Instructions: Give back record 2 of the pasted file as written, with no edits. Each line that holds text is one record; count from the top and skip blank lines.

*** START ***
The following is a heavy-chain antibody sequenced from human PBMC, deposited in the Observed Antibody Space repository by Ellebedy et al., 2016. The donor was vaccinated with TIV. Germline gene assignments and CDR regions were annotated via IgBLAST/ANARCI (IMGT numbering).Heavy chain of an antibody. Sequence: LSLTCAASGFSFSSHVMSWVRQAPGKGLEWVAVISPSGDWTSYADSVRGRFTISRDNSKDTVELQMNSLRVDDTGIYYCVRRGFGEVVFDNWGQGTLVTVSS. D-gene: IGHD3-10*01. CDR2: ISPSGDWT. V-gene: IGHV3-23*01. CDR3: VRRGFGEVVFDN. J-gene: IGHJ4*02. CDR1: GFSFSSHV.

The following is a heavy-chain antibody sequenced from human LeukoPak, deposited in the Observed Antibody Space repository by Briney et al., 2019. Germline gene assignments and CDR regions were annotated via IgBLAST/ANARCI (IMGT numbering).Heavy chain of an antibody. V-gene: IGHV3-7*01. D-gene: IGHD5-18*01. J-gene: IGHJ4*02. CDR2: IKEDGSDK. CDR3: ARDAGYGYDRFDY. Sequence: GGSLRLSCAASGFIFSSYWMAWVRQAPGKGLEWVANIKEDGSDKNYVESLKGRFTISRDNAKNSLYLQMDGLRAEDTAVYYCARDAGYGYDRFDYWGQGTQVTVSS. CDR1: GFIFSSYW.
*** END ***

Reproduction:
The following is a heavy-chain antibody sequenced from human LeukoPak, deposited in the Observed Antibody Space repository by Briney et al., 2019. Germline gene assignments and CDR regions were annotated via IgBLAST/ANARCI (IMGT numbering).Heavy chain of an antibody. V-gene: IGHV3-7*01. D-gene: IGHD5-18*01. J-gene: IGHJ4*02. CDR2: IKEDGSDK. CDR3: ARDAGYGYDRFDY. Sequence: GGSLRLSCAASGFIFSSYWMAWVRQAPGKGLEWVANIKEDGSDKNYVESLKGRFTISRDNAKNSLYLQMDGLRAEDTAVYYCARDAGYGYDRFDYWGQGTQVTVSS. CDR1: GFIFSSYW.